Saturday, 24 November 2012

Young People Know Everything

I think if I have any real talent at all in life, it probably lies in my ability to misinterpret lofty ideas in such a way that when I try and recall them later they don't resemble the original concept in any way, shape or form.

One such concept I may have totally misconstrued is the concept of 'Platonic Ideals', which, as far as I can recall, involves the theory that there exists in the world of ideals a 'perfect' template for everything in existence, which includes objects like chairs, tables, and plants. Probably the best way to illustrate it is when you consider a circle. No perfect circle exists in the real world - but it does in the world of Platonic Ideals.

When I apply this theory to people, I find myself coming to a disturbing conclusion - young people do know everything!

I know this is hard to swallow, but when I consider the most wide-eyed, optimistic and morally righteous version of myself, it probably existed around the age of 18. At this age the Platonic Ideal I constructed for myself would have consisted of some free-lovin', cosmic, bohemian beatnik-type sitting in coffee houses writing intense poetry and being talked about in hushed tones of admiration by other patrons.

Of course, this scenario is for an ideal world. I find trouble usually arises when trying to apply utopian fantasies to the everyday. The real world bohemian Trevor's poetry would most likely be terrible, the other patrons would consider me a poser rather than a delicate genius and the baristas would most likely spit in my coffee. 

The problem with having a vision for a perfect world and a perfect version of yourself is that the rest of the seven billion people on the planet also have their own ideas of perfection. When these other ideas clash with your own Platonic Ideal, then you're forced to deal with the most adult and mundane of realities - the dreaded 'compromise'.

I went to university in my late twenties and as an older student who had lived a bit, I often found the degree of passion on both sides of student politics to be amusing. Being passionate on campus is one thing, but I often wonder how these embryonic politicians fared after university trying to sell their ideas to a marketplace full of self-centred and often ill-informed citizens. Did they have to compromise their core beliefs in order to survive in the world of politics? Sadly, I think the answer is probably 'yes'. 

Winston Churchill once said "If you're young and a Conservative you don't have a heart, and if you're old and a Liberal you don't have a brain." I don't necessarily agree with this, but I know what he was getting at. People probably do get a little bit more cautious as they get older and being young is the only time you really have to outwardly challenge the status quo.

The thought of anybody ever referring to me as being conservative still fills me with dread, but I don't really think the answer to anything lies in the absolute extremes. A younger version of myself probably did. One of the best illustrations of taking your beliefs to an absolute extreme that I found poignant was in the show 'Six Feet Under' where Nate's hippie girlfriend Lisa tried to shoo ants out of her house rather than have to kill them. To me this seems like taking your beliefs too far. Maybe for some people it isn't.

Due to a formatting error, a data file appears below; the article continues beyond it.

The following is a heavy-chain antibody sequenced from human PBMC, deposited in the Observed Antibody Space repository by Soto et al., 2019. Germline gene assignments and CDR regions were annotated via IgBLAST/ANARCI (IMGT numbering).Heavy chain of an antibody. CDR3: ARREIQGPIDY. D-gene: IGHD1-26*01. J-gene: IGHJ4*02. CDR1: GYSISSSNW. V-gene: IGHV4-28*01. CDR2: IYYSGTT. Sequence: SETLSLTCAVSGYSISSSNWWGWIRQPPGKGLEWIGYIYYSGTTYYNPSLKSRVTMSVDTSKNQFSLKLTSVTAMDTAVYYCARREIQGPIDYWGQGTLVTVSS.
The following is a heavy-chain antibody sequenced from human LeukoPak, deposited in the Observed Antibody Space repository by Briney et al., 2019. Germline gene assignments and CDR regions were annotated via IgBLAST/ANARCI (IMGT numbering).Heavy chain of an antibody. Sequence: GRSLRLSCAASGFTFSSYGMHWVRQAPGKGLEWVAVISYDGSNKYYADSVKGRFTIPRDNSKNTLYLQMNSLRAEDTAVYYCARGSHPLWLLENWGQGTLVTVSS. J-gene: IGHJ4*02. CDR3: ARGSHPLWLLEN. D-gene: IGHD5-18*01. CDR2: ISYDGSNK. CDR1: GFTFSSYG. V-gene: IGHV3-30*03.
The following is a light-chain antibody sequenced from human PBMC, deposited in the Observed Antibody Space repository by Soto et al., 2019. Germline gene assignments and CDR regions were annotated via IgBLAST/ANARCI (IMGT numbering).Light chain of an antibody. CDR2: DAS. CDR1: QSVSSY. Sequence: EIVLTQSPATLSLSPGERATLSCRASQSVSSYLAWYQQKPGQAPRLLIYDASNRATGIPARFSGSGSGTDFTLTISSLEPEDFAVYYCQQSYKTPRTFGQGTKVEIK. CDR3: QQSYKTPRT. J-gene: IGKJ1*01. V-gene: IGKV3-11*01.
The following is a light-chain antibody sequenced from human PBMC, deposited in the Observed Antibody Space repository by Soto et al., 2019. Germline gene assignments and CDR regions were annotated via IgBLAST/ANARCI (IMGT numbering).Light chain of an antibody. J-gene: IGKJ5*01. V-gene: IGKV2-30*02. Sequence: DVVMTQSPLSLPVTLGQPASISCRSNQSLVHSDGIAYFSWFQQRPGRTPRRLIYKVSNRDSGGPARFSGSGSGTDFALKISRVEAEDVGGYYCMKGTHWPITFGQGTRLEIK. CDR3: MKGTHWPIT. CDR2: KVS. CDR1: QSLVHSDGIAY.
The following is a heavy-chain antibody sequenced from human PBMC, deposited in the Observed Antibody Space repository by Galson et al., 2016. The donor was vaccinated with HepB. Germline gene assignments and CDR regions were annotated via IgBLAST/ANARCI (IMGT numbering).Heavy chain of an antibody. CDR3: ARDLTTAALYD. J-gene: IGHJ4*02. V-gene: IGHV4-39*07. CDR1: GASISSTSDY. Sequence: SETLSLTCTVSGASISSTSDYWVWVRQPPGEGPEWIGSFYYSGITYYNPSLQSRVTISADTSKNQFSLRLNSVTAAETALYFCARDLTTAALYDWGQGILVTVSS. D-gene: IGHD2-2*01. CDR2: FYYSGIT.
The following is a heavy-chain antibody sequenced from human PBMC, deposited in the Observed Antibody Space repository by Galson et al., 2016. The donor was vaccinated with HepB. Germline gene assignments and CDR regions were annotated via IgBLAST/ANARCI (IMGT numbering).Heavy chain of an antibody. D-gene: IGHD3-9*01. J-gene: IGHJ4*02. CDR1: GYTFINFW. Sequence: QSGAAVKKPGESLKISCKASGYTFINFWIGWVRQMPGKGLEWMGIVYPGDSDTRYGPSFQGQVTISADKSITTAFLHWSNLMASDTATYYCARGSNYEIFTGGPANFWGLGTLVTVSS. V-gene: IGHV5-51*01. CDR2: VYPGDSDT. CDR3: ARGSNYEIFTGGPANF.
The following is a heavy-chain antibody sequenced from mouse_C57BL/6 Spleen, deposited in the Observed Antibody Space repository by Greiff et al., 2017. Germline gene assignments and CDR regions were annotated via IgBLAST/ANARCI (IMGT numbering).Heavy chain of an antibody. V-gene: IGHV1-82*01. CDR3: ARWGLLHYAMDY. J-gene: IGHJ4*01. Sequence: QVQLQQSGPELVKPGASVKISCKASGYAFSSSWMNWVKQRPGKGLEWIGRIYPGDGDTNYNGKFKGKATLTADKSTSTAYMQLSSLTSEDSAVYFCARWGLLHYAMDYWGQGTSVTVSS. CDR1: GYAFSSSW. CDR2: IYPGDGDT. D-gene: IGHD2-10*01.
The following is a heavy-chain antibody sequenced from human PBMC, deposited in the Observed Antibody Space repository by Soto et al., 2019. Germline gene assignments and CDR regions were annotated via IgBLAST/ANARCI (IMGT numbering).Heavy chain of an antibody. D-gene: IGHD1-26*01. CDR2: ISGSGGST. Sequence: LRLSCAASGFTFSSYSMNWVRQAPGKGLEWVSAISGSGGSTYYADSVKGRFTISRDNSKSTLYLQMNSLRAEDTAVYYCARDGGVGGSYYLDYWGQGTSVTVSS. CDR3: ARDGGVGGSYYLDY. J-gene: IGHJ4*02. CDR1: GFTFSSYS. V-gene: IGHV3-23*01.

I suppose the best use in life for the Platonic Ideal of your younger self is as an anchor - something to return to and measure yourself by when life doesn't turn out like you imagined. Maybe someone you once loved marries someone else, or you're forced to settle for a job just to pay the bills rather than indulge your passions. It's important to remember that although the younger version of yourself may have been the purer form - it was only that way because it had never been tested against the real world.

Probably a lot of people don't like the younger versions of themselves anymore, but bad hairstyles and fashion sense aside, they still were once you and therefore shouldn't be dismissed.

I think if I visited the bohemian-beatnik version of myself in the world of ideals, I wouldn't have any harsh words to say to him. I would, however, wait for him to go to the bathroom and then go and spit in his coffee. It would give me a sense of satisfaction to dilute some of his smugness and ultimately he wouldn't know any better.

At the end of the day if anybody is going to spit in my coffee, I'd want it to be me.


  1. Young people tend to follow the fashions of their peers (hence peer pressure). Like having a tattoo.
    Today having a tattoo somewhere on your body seems almost to be the norm, whereas in my day, it was usually restricted to drunken sailors.
    Is tattooing just a young person's thing? How many older people get them?
    Should mum and I get one?

    1. Most people I know have tattoos. I feel sorry for the sailors of yor who had to actually prove themselves and sail the Atlantic or some such thing before getting one. I suppose there is nothing stopping you and mum - but you might be too wrinkly and your tattoos would end up being smudged.